However, a previous section shows that the Moran's Index of the self–employment rate in the area studied presents significant spatial autocorrelation; ols estimation can be affected by this situation.20 Figure 4, shows the Moran's Index correlogram of the self–employment rate and the Moran's Index of the ols's residuals in different band distance.

As expected, spatial autocorrelation is statistically significant also in the residuals of the ols regression (the regression without the lag variable). Note that the spatial autocorrelation is a monotonically decreasing function of physical distance. This situation alone could justify the use of a spatial lag model (equation [3]), however, the Moran's Index is also robust against misspecification problems (i.e. non–normality or hetereskodestacity). In fact, this is observed in the first column of table 4 where the diagnostic tests of the ols estimation of the model indicate non–normality in the errors and heteroskedasticity. Non–normality of the errors is not unexpected given that the covariates display strong non–normality (see table 2). It is important to mention that the violation of the normality hypothesis does not disqualify the model's specification when there are good theoretical reasons to think that there is a spatial model that is adequate (Arbia, 2006).21 Nevertheless, the problem of whether the spatial lag model is the best specification to account for the spatial autocorrelation remains, because, as it is known in the spatial econometric literature, a spatial error model (see equation [4]) can also account for the spatial autocorrelation as well. This is an important element to consider because the error can include omitted variables that are also spatially dependent.22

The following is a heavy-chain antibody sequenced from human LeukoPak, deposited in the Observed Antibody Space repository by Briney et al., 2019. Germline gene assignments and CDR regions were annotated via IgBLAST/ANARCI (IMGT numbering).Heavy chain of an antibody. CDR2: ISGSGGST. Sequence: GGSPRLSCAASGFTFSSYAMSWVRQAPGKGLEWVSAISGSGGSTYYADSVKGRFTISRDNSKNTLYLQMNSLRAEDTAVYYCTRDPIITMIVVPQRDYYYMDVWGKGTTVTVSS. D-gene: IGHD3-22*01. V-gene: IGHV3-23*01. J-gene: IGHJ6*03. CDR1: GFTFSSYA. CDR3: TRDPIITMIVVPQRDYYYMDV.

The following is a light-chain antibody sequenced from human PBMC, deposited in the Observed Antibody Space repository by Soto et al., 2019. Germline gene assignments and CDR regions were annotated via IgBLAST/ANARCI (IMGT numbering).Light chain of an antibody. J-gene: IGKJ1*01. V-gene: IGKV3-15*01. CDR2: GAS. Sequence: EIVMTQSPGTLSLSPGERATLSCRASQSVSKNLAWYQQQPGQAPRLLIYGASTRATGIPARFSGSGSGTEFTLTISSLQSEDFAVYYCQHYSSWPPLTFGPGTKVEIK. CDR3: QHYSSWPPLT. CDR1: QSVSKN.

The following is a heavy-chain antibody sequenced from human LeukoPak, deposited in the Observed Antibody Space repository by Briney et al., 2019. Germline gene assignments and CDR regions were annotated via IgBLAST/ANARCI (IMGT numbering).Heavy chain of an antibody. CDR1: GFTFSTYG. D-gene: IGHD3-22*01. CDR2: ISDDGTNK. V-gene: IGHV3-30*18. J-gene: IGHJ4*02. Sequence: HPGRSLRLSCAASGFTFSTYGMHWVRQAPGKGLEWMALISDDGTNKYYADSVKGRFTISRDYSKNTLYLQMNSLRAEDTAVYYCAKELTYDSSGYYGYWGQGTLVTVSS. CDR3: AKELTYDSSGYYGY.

Therefore, several problems of identification can arise when a spatial (or social interaction) term is considered, and serious econometric work must be done to address these and other related problems. To respond to this issue, it is important to remark that in the last section, I showed that the spatial lag model (equation [3]) is an implementation of model A (or B) and, for that reason, it is not necessary to evaluate which econometric spatial model is more appropriate to account for spatial autocorrelation. Our motivations are theory driven not data driven. In spite of that and for information, I present the Lagrange Multiplier tests that allow for the distinction between spatial lag (LMlag) and spatial error (LMerror) model alternatives (see Anselin, 2001).23 Table 3, shows the main results for the tests.

Two different weight matrixes (W) of equation [3] are considered to calculate the tests: the first takes into account just local interaction (i.e., model A) and the second considers the threshold model (i.e., model B). As expected, all the standard Lagrange Multiplier tests accept the alternative.

Now, a simple rule sometimes used to distinguish between the alternatives when they are highly significant is to see which robust LM test has the higher statistic value (and which has the higher p–value); that is, if LMlag–rob > LMerror–rob then consider a spatial lag model otherwise go with the spatial error (Florax et al., 2003). In general and for the purposes of this exercise, the spatial lag seems to be well justified as an alternative.24 In general, the spatial lag model seems to be a better spatial option when the band distance is lower than one kilometer.